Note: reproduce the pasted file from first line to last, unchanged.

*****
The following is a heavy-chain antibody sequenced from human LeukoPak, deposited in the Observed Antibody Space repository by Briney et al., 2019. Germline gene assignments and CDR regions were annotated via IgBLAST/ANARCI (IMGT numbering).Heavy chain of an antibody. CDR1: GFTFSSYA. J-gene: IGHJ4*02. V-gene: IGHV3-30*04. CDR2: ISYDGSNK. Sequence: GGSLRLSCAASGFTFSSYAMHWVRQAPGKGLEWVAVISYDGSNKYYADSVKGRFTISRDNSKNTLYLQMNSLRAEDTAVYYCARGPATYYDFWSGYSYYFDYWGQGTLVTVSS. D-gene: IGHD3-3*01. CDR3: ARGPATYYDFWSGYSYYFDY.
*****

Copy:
The following is a heavy-chain antibody sequenced from human LeukoPak, deposited in the Observed Antibody Space repository by Briney et al., 2019. Germline gene assignments and CDR regions were annotated via IgBLAST/ANARCI (IMGT numbering).Heavy chain of an antibody. CDR1: GFTFSSYA. J-gene: IGHJ4*02. V-gene: IGHV3-30*04. CDR2: ISYDGSNK. Sequence: GGSLRLSCAASGFTFSSYAMHWVRQAPGKGLEWVAVISYDGSNKYYADSVKGRFTISRDNSKNTLYLQMNSLRAEDTAVYYCARGPATYYDFWSGYSYYFDYWGQGTLVTVSS. D-gene: IGHD3-3*01. CDR3: ARGPATYYDFWSGYSYYFDY.